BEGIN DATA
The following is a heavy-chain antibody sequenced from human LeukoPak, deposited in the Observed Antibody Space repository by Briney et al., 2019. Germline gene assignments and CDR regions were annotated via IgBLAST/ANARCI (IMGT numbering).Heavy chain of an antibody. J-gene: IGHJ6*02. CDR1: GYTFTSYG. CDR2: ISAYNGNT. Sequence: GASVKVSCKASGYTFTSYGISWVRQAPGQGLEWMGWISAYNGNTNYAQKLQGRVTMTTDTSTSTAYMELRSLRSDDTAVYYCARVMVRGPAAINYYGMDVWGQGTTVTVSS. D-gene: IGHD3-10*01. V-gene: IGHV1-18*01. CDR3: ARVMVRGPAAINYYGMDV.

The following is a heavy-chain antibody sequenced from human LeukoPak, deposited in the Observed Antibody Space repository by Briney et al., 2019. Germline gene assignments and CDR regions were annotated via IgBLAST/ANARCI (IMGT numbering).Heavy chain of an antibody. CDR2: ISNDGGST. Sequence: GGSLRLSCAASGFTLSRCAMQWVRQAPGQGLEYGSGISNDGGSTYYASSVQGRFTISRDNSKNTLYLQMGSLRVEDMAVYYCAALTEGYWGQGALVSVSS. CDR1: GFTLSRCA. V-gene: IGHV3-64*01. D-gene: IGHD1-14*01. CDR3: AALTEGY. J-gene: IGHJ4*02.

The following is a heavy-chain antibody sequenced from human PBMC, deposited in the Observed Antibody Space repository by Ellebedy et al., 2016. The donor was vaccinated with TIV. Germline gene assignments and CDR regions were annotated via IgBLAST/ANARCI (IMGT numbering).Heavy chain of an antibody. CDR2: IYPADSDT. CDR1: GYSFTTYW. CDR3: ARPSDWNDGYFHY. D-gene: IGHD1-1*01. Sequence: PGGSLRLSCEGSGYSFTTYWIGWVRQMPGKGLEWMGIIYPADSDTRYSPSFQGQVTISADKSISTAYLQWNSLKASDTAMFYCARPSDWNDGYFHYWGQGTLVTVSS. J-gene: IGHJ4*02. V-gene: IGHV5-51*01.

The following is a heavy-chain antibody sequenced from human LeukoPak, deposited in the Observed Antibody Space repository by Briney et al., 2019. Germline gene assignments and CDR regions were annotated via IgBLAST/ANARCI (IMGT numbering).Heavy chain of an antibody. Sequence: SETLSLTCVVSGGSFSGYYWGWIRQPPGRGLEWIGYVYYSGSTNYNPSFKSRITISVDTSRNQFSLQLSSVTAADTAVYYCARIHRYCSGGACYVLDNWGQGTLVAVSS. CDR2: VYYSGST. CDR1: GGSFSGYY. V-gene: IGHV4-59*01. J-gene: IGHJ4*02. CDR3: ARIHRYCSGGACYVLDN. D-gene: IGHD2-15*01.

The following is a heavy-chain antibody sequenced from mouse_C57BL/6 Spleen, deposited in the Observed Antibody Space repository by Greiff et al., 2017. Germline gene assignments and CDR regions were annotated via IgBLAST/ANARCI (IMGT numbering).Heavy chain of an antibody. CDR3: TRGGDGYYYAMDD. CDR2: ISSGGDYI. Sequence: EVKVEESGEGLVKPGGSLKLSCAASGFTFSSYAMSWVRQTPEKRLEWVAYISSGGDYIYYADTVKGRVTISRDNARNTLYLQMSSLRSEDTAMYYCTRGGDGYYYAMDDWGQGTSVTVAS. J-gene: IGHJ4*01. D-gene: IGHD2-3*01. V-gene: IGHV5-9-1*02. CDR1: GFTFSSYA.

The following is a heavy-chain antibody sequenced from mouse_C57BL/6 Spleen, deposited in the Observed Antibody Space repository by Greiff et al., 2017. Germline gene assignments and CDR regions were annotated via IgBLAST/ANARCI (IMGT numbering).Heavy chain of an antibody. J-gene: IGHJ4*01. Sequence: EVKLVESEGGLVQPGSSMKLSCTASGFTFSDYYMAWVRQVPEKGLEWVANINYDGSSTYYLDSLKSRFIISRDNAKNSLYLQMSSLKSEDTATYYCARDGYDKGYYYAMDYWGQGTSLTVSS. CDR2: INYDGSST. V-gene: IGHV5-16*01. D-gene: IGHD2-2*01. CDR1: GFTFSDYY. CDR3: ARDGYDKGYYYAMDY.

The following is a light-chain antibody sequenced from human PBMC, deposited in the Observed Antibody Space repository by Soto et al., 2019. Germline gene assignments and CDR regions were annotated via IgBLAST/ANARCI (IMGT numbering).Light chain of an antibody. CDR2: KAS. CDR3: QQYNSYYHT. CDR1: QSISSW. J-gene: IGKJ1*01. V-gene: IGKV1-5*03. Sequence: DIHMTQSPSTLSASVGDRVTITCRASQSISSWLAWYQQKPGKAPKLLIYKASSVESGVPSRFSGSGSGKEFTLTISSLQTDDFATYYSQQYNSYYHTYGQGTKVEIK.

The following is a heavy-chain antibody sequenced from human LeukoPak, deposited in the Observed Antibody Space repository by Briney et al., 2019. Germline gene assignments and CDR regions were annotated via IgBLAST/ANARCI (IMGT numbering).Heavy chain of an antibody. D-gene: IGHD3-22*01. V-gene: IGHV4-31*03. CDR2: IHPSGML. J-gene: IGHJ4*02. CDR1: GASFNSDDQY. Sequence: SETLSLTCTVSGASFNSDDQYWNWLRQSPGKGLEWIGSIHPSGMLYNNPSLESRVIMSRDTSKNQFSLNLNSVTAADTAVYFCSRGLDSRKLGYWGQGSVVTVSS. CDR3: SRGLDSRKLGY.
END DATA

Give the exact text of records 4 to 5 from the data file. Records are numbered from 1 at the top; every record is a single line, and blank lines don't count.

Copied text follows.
The following is a heavy-chain antibody sequenced from human LeukoPak, deposited in the Observed Antibody Space repository by Briney et al., 2019. Germline gene assignments and CDR regions were annotated via IgBLAST/ANARCI (IMGT numbering).Heavy chain of an antibody. Sequence: SETLSLTCVVSGGSFSGYYWGWIRQPPGRGLEWIGYVYYSGSTNYNPSFKSRITISVDTSRNQFSLQLSSVTAADTAVYYCARIHRYCSGGACYVLDNWGQGTLVAVSS. CDR2: VYYSGST. CDR1: GGSFSGYY. V-gene: IGHV4-59*01. J-gene: IGHJ4*02. CDR3: ARIHRYCSGGACYVLDN. D-gene: IGHD2-15*01.

The following is a heavy-chain antibody sequenced from mouse_C57BL/6 Spleen, deposited in the Observed Antibody Space repository by Greiff et al., 2017. Germline gene assignments and CDR regions were annotated via IgBLAST/ANARCI (IMGT numbering).Heavy chain of an antibody. CDR3: TRGGDGYYYAMDD. CDR2: ISSGGDYI. Sequence: EVKVEESGEGLVKPGGSLKLSCAASGFTFSSYAMSWVRQTPEKRLEWVAYISSGGDYIYYADTVKGRVTISRDNARNTLYLQMSSLRSEDTAMYYCTRGGDGYYYAMDDWGQGTSVTVAS. J-gene: IGHJ4*01. D-gene: IGHD2-3*01. V-gene: IGHV5-9-1*02. CDR1: GFTFSSYA.